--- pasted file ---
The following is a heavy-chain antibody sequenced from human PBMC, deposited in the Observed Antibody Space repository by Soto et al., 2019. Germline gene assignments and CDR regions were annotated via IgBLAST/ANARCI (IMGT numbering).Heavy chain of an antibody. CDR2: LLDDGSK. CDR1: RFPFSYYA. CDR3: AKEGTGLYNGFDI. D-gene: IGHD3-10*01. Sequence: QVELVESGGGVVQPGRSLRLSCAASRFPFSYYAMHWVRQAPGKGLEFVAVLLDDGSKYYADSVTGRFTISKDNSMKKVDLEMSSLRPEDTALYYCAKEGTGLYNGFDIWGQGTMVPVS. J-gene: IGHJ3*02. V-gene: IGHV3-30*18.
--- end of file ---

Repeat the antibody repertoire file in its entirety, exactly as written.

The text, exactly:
The following is a heavy-chain antibody sequenced from human PBMC, deposited in the Observed Antibody Space repository by Soto et al., 2019. Germline gene assignments and CDR regions were annotated via IgBLAST/ANARCI (IMGT numbering).Heavy chain of an antibody. CDR2: LLDDGSK. CDR1: RFPFSYYA. CDR3: AKEGTGLYNGFDI. D-gene: IGHD3-10*01. Sequence: QVELVESGGGVVQPGRSLRLSCAASRFPFSYYAMHWVRQAPGKGLEFVAVLLDDGSKYYADSVTGRFTISKDNSMKKVDLEMSSLRPEDTALYYCAKEGTGLYNGFDIWGQGTMVPVS. J-gene: IGHJ3*02. V-gene: IGHV3-30*18.